Climate Change Henchmen: Storm, Flood, Heat, Smoke and Fire

As climate change strikes with ever greater ferocity, five henchmen dominate the news: Storm, Flood, Heat, Smoke and Fire.

During the first 6 months of 2021, there have been 8 separate billion-dollar weather and climate disaster events across the United States. The U.S. has sustained 298 weather and climate disasters since 1980 where overall damages/costs reached or exceeded $1 billion (including CPI adjustment to 2020). The total cost of these 298 events exceeds $1.975 trillion. The total cost over the last 5 complete years (2016-2020) exceeds $630.0 billion — averaging more than $125.0 billion/year — both new records.
The image on the right shows very high temperatures over North America end July 2021, with fire radiative power as high as 247.3 MW.
The NASA Worldview satellite image below shows large smoke plumes on July 7, 2021, reaching Hudson Bay. Furthermore, large smoke plumes are also visible over British Columbia.

The NASA Worldview satellite image below shows smoke traveling from the West Coast to the East Coast of the U.S. on July 26, 2021.

The Copernicus image on the right shows Siberian fires spreading aerosols over the Arctic Ocean on August 2, 2021
The NASA Worldview satellite image underneath on the right shows fires (red dots) in Siberia spreading smoke over the Arctic Ocean on August 2, 2021.
Mainstream media do cover such disasters, often with sensational footage and while pointing at the extensive damage and loss of life caused by such events.
However, mainstream media rarely point out that climate change is getting worse and and even more so due to feedbacks that can amplify extreme weather events and can further speed up how climate change unfolds.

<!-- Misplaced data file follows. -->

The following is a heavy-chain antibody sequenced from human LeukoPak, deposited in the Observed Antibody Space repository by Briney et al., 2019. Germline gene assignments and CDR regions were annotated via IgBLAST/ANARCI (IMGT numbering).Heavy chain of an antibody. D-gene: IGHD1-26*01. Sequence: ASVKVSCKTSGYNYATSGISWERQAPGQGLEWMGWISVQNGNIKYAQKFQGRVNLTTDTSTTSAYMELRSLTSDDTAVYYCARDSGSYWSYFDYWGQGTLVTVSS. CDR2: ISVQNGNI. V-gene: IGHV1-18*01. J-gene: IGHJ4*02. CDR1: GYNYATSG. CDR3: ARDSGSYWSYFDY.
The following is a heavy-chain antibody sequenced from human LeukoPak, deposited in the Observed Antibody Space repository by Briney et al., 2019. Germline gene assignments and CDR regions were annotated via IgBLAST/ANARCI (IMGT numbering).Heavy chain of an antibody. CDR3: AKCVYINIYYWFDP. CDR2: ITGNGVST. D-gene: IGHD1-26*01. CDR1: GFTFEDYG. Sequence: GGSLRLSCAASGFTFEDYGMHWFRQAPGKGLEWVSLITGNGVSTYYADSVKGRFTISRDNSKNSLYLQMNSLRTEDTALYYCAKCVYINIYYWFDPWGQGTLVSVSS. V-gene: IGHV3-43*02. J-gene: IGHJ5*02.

One of these feedbacks is albedo loss, i.e. decline of the snow and ice cover resulting in less sunlight getting reflected back into space.
As the temperature difference between the North Pole and the Equator narrows, the wind flowing north on the Northern Hemisphere slows down, which changes the Jet Stream, resulting in more extreme weather events, including heatwaves and fires.

[ from the feedbacks page ]

Fires also come with soot that can settle on snow and ice, resulting in surface darkening that will speed up melting and albedo loss.
One of the most dangerous feedbacks is that, as temperatures in the Arctic rise at accelerating speed, this will destabilize sediments under the Arctic Ocean where huge amounts of methane are stored, threatening to cause huge quantities of methane to erupt the atmosphere, as discussed in many earlier posts such as this one. This threat becomes dramatically larger as the latent heat threshold gets crossed and the buffer constituted by Arctic sea ice disappears, so further heat entering the Arctic Ocean from the Atlantic Ocean and the Pacific Ocean can no longer be consumed in the process of melting the subsurface sea ice.
Ominously, the MetOp-2 satellite recorded methane levels as high as 2839 ppb at 469 mb on July 30, 2021 pm, as the image on the right shows.
The image underneath shows how methane levels over the Arctic Ocean at 293 mb on August 1, 2021 pm, while a mean global methane level of 1940 ppb was recorded.
This global mean methane level of 1940 ppb translates – at a 1-year Global Warming Potential (GWP) of 200 – into 388 ppm CO₂e, i.e. almost as high as the mean global carbon dioxide level is at the moment.
A GWP of 200 for methane is appropriate in the light of the danger of a huge burst of methane erupting from the seafloor of the Arctic Ocean, which would, due to the abrupt nature of such an eruption, make its impact felt instantaneously.
Methane levels are already very high over the Arctic, so additional methane erupting there will be felt most strongly in the Arctic itself, thus threatening to trigger even further methane releases.
The situation is dire and calls for immediate, comprehensive and effective action as described in the Climate Plan.
• NOAA Billion-Dollar Weather and Climate Disasters: Time Series
• NASA Worldview
• Copernicus – aerosols
• MetOp methane levels
• Jet Stream
• Feedbacks
• Heatwaves and the danger of the Arctic Ocean heating up
• More Extreme Weather
• Most Important Message Ever
• Confirm Methane's Importance
• Climate Plan
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